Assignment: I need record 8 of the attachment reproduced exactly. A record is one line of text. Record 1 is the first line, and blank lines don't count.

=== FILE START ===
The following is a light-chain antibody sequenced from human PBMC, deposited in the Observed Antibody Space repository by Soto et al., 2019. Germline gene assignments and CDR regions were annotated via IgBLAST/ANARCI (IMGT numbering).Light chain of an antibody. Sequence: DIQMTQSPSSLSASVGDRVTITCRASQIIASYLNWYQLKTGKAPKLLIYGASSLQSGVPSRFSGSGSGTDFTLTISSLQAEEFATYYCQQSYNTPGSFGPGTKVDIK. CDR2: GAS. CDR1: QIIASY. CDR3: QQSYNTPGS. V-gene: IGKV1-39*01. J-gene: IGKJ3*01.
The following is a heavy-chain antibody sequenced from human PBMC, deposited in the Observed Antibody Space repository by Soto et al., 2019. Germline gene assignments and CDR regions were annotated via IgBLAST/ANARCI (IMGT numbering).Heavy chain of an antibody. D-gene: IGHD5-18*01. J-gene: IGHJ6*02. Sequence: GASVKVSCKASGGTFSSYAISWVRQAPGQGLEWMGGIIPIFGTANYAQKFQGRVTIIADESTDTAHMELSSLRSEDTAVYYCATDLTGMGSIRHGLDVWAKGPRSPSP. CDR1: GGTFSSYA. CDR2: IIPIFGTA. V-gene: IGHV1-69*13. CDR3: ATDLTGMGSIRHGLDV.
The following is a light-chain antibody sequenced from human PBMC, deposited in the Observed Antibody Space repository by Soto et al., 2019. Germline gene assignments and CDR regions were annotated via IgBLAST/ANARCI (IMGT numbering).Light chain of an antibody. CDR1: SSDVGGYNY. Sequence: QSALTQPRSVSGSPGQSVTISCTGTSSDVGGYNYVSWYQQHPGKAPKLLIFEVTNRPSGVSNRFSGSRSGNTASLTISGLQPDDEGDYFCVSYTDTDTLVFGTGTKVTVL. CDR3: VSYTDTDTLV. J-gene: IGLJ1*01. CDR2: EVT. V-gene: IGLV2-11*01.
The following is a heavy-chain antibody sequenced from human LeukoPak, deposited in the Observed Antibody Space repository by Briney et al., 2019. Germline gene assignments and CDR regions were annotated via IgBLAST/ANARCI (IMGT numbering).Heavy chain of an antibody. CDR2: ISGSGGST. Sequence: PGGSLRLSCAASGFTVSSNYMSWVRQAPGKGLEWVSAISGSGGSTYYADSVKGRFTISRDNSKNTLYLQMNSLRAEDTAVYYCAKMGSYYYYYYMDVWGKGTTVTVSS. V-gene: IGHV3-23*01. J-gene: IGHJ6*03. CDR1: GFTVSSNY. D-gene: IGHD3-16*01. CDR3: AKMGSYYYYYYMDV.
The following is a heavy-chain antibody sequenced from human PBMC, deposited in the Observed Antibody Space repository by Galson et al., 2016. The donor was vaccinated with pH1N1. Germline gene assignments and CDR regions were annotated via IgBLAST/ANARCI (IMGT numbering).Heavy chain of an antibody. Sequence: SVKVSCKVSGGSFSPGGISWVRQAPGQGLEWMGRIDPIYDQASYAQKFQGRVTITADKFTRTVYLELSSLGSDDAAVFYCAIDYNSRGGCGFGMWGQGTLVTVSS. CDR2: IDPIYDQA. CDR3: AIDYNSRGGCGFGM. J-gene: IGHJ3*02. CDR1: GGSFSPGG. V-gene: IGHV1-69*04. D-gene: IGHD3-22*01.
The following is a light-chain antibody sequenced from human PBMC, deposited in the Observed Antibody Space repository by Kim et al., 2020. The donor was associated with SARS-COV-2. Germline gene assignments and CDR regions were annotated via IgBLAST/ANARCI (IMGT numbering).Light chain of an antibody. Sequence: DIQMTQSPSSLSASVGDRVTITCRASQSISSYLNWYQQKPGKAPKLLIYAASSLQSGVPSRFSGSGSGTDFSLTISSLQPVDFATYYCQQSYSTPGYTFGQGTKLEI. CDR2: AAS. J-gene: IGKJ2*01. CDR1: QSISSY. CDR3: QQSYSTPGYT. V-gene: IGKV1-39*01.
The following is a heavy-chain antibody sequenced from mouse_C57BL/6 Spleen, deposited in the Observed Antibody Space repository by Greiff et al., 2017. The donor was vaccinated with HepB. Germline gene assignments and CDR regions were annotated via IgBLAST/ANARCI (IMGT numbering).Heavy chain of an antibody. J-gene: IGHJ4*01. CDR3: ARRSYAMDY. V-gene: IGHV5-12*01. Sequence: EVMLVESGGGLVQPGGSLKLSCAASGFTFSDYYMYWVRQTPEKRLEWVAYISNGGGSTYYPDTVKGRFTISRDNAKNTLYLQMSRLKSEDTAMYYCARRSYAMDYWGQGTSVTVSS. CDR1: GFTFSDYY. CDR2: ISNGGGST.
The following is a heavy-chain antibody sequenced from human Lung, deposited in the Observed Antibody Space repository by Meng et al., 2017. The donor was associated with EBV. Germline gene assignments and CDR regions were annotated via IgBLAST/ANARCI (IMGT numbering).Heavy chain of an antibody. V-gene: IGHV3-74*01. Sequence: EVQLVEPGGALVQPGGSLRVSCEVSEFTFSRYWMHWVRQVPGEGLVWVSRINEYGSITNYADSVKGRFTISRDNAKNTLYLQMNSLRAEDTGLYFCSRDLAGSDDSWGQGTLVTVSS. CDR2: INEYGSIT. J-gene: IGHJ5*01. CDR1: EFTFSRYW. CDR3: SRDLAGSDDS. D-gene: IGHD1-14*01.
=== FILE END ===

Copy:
The following is a heavy-chain antibody sequenced from human Lung, deposited in the Observed Antibody Space repository by Meng et al., 2017. The donor was associated with EBV. Germline gene assignments and CDR regions were annotated via IgBLAST/ANARCI (IMGT numbering).Heavy chain of an antibody. V-gene: IGHV3-74*01. Sequence: EVQLVEPGGALVQPGGSLRVSCEVSEFTFSRYWMHWVRQVPGEGLVWVSRINEYGSITNYADSVKGRFTISRDNAKNTLYLQMNSLRAEDTGLYFCSRDLAGSDDSWGQGTLVTVSS. CDR2: INEYGSIT. J-gene: IGHJ5*01. CDR1: EFTFSRYW. CDR3: SRDLAGSDDS. D-gene: IGHD1-14*01.